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Wastewater testing for COVID-19 will soon begin for some Wyoming communities 

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Some of the larger communities in Wyoming will soon be testing wastewater for viruses, including COVID-19. It’s being funded through a grant from the state.

Nick Seals, Rock Springs water reclamation facility superintendent, said they’ll soon be testing their water.

“Any bodily fluid that goes down into the wastewater system is going to have trace amounts of any disease or sickness that anybody in that uses,” Seals said.

Wastewater can carry trace amounts of everything from COVID-19 to the flu to HIV. Seals added that testing that water can be a good indicator of the health of a community, to see if reported data on those viruses is accurate.

“If they think that there's only 100 people in Rock Springs that have HIV in there, you can correlate it and say now there's really 1,000 people,” Seals said. “Then maybe some different education can go out on different diseases.”

This testing comes as COVID-19 cases are on the rise again. However, some say this is because more people are returning to in-person work and school is back in session.

“I don't think that necessarily that we're seeing an increase in severity of disease, I think the hospitalizations and emergency department visits are really reflecting that we're seeing more spread,” State Health Officer Dr. Alexia Harrist said in previous WPR coverage. “We're still well below the peaks that we've seen in those previous years.”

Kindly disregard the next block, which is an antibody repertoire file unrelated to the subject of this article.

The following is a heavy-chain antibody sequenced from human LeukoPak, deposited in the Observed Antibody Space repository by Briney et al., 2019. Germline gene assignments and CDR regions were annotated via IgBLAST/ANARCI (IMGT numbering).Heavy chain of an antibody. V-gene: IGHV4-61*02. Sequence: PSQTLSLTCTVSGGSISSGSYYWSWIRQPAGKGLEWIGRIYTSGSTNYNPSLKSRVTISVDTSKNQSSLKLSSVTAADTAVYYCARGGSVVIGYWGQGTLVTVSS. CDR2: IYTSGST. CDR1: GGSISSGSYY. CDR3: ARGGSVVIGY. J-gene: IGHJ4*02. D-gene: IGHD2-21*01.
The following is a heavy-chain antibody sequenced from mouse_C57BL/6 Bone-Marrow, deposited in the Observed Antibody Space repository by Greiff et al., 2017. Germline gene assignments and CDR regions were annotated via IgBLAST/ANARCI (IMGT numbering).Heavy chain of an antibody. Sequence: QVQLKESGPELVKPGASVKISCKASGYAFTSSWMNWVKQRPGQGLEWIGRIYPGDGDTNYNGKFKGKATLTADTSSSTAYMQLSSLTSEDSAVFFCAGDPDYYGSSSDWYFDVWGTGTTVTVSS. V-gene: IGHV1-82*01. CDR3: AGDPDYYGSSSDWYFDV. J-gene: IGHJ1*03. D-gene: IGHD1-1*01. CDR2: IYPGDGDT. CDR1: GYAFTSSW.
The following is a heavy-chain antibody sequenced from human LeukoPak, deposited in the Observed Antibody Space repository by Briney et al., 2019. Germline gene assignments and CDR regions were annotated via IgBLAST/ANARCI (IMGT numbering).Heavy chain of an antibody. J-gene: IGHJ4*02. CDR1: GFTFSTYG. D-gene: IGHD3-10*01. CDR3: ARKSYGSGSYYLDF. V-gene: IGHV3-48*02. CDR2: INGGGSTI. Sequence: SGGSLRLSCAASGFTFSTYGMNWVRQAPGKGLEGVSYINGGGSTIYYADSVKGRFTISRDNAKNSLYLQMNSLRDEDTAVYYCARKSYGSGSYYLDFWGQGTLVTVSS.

Wyoming communities have already tested their waste water. The program was initially done during the height of the pandemic and was stopped in late 2021.

“So I was comparing the results of what the CDC (Centers for Disease Control and Prevention) was putting out for active and presumed active cases in Rock Springs versus what we were seeing and the trends did follow to a certain degree,” Seals said. “If there was a high number of active cases, there was a higher number of activity of COVID in the wastewater and vice versa.”

This round of wastewater testing will continue through July of 2024 in larger Wyoming communities like Rock Springs. The data will be posted online with the CDC and will help officials better understand the health of their communities.

Caitlin Tan is the Energy and Natural Resources reporter based in Sublette County, Wyoming. Since graduating from the University of Wyoming in 2017, she’s reported on salmon in Alaska, folkways in Appalachia and helped produce 'All Things Considered' in Washington D.C. She formerly co-hosted the podcast ‘Inside Appalachia.' You can typically find her outside in the mountains with her two dogs.
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